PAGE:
It has become inherently clear that there’s a large gap in cyber security and the talent pool. Part of the problem is the rapid growth of technology. New threats are developed all the time and the technologies to combat those threats are evolving just as quickly. For a professional to maintain a strong, relevant depth of knowledge about cyber security it takes large investments of time and resources. An investment not many are willing to make. The other issue is the public’s perception of cyber security. Some people do not view cyber security as an important issue. Others are turned off from the largely male-dominated field. In order to bridge the gap, we must take aggressive steps toward reshaping the stigmas and misconceptions in pursuing a long-term career path in cyber security.

Here are a few of our recommendations to help companies begin to close the gap. Though, there is not a quick fix for this issue.

Professional development

Providing continued professional development educates the current staff, thus helping them grow and learn. It also encourages lateral movement for team members interested in pursuing new career paths. If they are currently working in networking, but looking to increase expertise in security, give them the opportunity to learn about the technologies. This is not only good for morale, but also the industry as a whole.

Create a diverse, welcoming work environment

Another issue that has played a large role in the talent gap is the work environment. Careers in information technology and cyber security are often considered “boys clubs.” While the efforts to promote women’s involvement in STEM-related career paths have significantly increased, there is a significant gap in Gen X and older millennials. In order to combat this issue, work on creating a welcoming work environment for all employees. One that celebrates diversity and proves commitment to supporting women and minorities in the field. Even if you feel the work environment is friendly and comfortable, take a harder look.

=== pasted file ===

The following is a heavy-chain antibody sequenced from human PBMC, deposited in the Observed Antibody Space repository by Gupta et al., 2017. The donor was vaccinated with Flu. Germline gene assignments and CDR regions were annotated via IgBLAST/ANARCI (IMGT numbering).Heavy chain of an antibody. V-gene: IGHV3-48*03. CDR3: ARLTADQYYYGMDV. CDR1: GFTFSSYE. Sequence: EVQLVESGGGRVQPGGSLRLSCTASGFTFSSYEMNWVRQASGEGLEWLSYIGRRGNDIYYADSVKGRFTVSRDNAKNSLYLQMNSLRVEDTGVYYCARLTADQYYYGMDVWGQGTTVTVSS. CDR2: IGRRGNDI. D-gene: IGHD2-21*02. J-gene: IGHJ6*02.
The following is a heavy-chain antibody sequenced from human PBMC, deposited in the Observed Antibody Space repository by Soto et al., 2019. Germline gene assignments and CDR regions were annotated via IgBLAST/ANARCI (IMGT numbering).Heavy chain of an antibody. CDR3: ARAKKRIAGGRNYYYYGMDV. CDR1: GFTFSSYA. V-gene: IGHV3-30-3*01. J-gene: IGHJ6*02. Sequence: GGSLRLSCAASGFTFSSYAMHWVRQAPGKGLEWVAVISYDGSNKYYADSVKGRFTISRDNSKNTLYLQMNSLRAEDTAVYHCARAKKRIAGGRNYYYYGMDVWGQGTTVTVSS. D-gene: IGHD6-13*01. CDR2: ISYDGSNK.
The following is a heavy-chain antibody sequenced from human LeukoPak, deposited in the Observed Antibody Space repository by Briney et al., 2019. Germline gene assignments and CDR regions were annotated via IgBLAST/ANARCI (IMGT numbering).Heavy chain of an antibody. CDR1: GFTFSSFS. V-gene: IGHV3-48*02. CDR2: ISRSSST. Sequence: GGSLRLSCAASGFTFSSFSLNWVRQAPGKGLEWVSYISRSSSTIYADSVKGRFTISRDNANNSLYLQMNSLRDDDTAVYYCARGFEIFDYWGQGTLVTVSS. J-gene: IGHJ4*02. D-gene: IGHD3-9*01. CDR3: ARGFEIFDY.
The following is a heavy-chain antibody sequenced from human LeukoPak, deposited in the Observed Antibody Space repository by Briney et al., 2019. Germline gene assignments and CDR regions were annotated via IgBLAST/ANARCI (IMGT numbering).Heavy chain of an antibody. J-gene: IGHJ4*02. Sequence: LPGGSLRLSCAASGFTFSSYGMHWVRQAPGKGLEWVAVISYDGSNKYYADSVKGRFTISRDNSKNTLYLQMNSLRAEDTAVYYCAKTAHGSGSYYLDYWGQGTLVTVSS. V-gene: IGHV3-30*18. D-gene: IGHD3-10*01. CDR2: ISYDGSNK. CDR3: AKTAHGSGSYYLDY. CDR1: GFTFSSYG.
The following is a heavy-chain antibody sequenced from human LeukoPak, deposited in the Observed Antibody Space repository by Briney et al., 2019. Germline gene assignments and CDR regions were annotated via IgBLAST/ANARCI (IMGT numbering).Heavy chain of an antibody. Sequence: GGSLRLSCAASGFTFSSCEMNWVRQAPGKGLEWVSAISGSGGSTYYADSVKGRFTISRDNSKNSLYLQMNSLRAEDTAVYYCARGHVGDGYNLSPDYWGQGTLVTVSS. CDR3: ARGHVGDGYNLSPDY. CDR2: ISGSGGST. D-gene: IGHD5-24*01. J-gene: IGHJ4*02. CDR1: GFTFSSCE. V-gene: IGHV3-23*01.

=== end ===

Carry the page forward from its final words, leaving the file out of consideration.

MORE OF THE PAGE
Invest in the next generation.

As previously mentioned, promoting STEM has taken a turn for the better and charter schools are opening up across the country that focuses on educating young girls and minorities in engineering, technology, math, and sciences. Find ways to support local institutions. Not only does this plug you into a potential talent pool of other supporters, but it’s also great PR for your company, which can be leveraged as a recruiting tool. Another example is to start free tutorials and training programs to garner interest and educate. Over time, the individuals who go through these programs and continue their education in the field are more likely to come back where when seeking full-time employment.

Educate the whole team

Not every department within a company will need cyber security backgrounds. However, it should be a goal to educate everyone on the growing need for professionals in the field. The reasoning is twofold. The first is credibility. A cyber security company should have airtight security and the whole team plays a part in keeping sensitive information secure. Secondly, passing along this knowledge increases awareness that can be passed on to family members and the younger generations. These individuals may take a keen interest in cyber security based on their exposure and pursue a career in the field. Additionally, your existing team members can help with recruitment efforts. You never know when an existing employee might refer the perfect security candidate.

The more people the company can inform, educate, and inspire, the easier it is to close the talent gap. By doing all these things, we’re able to create a bigger pool in the workforce and bring people from different backgrounds together to work on the future of the industry. Investing in the future today is the only way to bridge talent gaps in the future.